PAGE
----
Journal Publications

 

Direct Volume Rendering with Nonparametric Models of Uncertainty
T. M. Athawale, B. Ma, E. Sakhaee, C. R. Johnson, and A. Entezari
[PreprintSupplementary material] [BibTex] [Preview video] [Presentation slides] [Presentation video (VIS 2020 uncertainty session, talk# 1)]
(IEEE Transactions on Visualization and Computer Graphics (TVCG), Special Issue on IEEE VIS Conf., vol. 27, no. 2, pp. 1797-1807, Feb. 2021.)
Abstract

We present a nonparametric statistical framework for the quantification, analysis, and propagation of data uncertainty in direct volume rendering (DVR). The state-of-the-art statistical DVR framework allows for preserving the transfer function (TF) of the ground truth function when visualizing uncertain data; however, the existing framework is restricted to parametric models of uncertainty. In this paper, we address the limitations of the existing DVR framework by extending the DVR framework for nonparametric distributions. We exploit the quantile interpolation technique to derive probability distributions representing uncertainty in viewing-ray sample intensities in closed form, which allows for accurate and efficient computation. We evaluate our proposed nonparametric statistical models through qualitative and quantitative comparisons with the mean-field and parametric statistical models, such as uniform and Gaussian, as well as Gaussian mixtures. In addition, we present an extension of the state-of-the-art rendering parametric framework to 2D TFs for improved DVR classifications. We show the applicability of our uncertainty quantification framework to ensemble, downsampled, and bivariate versions of scalar field datasets.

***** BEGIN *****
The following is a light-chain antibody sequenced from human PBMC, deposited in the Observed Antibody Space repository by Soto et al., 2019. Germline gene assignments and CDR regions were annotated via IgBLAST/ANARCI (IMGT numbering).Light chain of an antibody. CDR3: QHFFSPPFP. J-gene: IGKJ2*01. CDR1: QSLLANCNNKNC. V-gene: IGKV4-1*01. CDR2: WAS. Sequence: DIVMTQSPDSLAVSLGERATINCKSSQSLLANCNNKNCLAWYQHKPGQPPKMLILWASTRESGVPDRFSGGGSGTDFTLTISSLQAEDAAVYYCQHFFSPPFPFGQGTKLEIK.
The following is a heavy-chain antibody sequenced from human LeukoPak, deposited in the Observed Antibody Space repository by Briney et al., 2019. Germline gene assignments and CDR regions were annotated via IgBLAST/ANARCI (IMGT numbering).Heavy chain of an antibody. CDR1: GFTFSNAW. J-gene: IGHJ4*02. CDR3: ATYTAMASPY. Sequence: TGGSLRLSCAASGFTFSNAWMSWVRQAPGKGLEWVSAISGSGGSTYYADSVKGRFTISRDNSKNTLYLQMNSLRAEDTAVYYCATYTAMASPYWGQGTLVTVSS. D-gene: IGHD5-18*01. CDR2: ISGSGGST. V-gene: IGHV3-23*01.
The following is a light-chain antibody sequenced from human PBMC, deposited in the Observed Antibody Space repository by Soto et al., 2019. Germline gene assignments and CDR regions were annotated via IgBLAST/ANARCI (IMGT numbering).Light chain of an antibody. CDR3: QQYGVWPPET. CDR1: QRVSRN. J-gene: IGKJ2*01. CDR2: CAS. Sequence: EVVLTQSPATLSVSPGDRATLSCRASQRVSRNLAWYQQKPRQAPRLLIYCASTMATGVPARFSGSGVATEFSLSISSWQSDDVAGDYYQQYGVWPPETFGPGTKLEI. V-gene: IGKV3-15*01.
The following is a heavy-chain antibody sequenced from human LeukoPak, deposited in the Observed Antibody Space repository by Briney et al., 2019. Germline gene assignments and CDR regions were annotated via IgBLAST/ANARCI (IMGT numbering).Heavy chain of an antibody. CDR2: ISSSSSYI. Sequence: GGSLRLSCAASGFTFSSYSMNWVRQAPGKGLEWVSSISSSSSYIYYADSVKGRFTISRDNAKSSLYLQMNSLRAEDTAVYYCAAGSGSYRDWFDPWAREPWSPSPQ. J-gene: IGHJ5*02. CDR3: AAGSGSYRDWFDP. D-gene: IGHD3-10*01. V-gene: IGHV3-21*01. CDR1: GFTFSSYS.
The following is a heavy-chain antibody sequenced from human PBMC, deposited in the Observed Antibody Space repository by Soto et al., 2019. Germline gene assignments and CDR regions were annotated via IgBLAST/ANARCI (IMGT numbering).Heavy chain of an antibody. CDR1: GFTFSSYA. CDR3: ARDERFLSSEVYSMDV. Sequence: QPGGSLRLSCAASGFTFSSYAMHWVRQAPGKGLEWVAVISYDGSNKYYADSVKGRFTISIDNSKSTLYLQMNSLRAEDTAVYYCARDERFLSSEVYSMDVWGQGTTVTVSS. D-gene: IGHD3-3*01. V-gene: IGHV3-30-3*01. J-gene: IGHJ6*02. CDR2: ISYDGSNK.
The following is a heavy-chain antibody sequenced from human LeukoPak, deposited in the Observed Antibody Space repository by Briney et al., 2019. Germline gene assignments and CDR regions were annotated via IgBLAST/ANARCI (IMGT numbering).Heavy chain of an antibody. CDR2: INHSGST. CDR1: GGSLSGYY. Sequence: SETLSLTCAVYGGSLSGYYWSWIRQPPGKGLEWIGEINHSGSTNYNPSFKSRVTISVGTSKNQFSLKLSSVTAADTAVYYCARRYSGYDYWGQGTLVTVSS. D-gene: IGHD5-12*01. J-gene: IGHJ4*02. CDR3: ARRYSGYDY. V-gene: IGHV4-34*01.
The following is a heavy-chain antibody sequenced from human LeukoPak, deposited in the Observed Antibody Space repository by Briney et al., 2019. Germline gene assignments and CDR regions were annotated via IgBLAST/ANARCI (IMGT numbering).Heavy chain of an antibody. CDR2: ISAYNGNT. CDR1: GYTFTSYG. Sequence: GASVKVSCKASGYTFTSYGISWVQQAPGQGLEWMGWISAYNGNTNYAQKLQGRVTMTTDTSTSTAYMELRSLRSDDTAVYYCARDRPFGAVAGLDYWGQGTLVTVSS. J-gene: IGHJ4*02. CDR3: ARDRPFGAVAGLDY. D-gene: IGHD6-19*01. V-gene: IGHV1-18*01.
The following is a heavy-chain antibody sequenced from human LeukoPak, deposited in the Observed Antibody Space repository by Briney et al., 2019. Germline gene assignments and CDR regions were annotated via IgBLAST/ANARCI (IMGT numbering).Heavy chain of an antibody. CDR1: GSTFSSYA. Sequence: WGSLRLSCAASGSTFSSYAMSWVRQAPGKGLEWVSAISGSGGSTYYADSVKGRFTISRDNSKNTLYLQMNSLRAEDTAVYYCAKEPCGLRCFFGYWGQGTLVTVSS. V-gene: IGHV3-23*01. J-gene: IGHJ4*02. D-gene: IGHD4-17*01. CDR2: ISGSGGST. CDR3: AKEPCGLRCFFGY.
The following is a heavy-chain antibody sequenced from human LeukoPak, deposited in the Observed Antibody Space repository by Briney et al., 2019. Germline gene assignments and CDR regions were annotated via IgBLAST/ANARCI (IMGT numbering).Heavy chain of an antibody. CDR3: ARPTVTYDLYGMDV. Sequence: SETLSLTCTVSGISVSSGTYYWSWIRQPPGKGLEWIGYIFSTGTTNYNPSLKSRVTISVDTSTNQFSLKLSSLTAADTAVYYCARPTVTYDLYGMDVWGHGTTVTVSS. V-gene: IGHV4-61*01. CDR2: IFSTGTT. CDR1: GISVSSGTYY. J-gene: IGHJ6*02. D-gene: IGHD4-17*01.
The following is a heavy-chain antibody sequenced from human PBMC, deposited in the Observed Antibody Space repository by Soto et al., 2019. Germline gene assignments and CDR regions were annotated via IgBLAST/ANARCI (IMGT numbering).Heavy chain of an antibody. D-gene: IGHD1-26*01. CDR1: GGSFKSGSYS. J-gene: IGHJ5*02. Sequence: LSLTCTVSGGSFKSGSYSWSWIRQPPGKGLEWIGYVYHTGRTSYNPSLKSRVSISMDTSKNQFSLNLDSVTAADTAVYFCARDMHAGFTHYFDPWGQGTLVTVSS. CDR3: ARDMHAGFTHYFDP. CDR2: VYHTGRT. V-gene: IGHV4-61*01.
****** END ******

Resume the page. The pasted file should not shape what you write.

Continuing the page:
Uncertainty Visualization of 2D Morse Complex Ensembles Using Statistical Summary Maps
T. M. Athawale, D. Maljovec, L. Yan, C. R. Johnson, V. Pascucci, and B. Wang
[Preprint, Supplementary material] [BibTex] [Preview video] [PubMed] [Presentation slides] [Presentation video (VIS 2020 uncertainty session, talk# 2)]
(IEEE Transactions on Visualization and Computer Graphics (TVCG), accepted, 2020)
Abstract

Morse complexes are gradient-based topological descriptors with close connections to Morse theory. They are widely applicable in scientific visualization as they serve as important abstractions for gaining insights into the topology of scalar fields. Data uncertainty inherent to scalar fields due to randomness in their acquisition and processing, however, limits our understanding of Morse complexes as structural abstractions. We, therefore, explore uncertainty visualization of an ensemble of 2D Morse complexes that arises from scalar fields coupled with data uncertainty. We propose several statistical summary maps as new entities for quantifying structural variations and visualizing positional uncertainties of Morse complexes in ensembles.  Specifically, we introduce three types of statistical summary maps -- the probabilistic map, the significance map, and the survival map -- to characterize the uncertain behaviors of gradient flows. We demonstrate the utility of our proposed approach using wind, flow, and ocean eddy simulation datasets.